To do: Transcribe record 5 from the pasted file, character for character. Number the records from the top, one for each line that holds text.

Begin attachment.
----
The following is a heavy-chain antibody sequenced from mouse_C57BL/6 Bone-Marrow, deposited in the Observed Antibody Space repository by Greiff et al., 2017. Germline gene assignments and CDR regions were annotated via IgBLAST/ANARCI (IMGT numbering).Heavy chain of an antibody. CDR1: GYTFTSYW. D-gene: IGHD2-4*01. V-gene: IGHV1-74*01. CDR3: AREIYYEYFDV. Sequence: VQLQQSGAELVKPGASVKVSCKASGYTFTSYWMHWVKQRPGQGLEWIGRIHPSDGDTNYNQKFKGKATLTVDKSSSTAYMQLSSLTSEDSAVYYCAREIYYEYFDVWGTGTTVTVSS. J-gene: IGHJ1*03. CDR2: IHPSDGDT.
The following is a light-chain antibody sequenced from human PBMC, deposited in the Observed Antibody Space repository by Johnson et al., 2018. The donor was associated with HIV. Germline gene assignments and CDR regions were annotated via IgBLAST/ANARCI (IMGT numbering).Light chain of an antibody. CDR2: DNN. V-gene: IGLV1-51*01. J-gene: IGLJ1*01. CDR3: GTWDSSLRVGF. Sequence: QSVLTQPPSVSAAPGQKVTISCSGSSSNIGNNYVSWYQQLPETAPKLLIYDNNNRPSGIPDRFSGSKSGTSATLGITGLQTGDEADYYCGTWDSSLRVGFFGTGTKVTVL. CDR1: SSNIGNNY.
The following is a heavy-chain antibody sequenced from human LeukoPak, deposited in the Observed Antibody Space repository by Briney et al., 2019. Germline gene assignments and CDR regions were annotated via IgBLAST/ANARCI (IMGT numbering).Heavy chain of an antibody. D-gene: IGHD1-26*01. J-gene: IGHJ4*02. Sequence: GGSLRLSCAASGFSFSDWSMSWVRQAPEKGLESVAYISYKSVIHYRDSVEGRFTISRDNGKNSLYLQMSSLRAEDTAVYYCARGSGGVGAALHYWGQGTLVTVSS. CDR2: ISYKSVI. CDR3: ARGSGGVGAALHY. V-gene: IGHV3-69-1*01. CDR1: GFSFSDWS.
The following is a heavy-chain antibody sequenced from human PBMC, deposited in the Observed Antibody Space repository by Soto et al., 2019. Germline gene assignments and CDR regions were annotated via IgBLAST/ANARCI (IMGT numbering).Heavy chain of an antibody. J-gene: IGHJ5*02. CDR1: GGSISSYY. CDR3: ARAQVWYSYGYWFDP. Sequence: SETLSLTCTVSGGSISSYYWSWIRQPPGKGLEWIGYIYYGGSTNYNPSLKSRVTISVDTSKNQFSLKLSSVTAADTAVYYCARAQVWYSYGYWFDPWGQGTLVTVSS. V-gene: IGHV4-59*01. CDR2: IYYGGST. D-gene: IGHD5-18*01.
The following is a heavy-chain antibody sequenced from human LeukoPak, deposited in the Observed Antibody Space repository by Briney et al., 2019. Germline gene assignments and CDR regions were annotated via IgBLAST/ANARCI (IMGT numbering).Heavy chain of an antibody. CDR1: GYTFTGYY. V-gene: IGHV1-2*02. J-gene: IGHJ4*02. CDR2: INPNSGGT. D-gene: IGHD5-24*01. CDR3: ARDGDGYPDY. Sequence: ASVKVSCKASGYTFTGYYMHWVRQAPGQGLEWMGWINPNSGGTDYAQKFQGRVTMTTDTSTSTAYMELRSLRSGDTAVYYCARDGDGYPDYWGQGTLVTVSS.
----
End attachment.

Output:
The following is a heavy-chain antibody sequenced from human LeukoPak, deposited in the Observed Antibody Space repository by Briney et al., 2019. Germline gene assignments and CDR regions were annotated via IgBLAST/ANARCI (IMGT numbering).Heavy chain of an antibody. CDR1: GYTFTGYY. V-gene: IGHV1-2*02. J-gene: IGHJ4*02. CDR2: INPNSGGT. D-gene: IGHD5-24*01. CDR3: ARDGDGYPDY. Sequence: ASVKVSCKASGYTFTGYYMHWVRQAPGQGLEWMGWINPNSGGTDYAQKFQGRVTMTTDTSTSTAYMELRSLRSGDTAVYYCARDGDGYPDYWGQGTLVTVSS.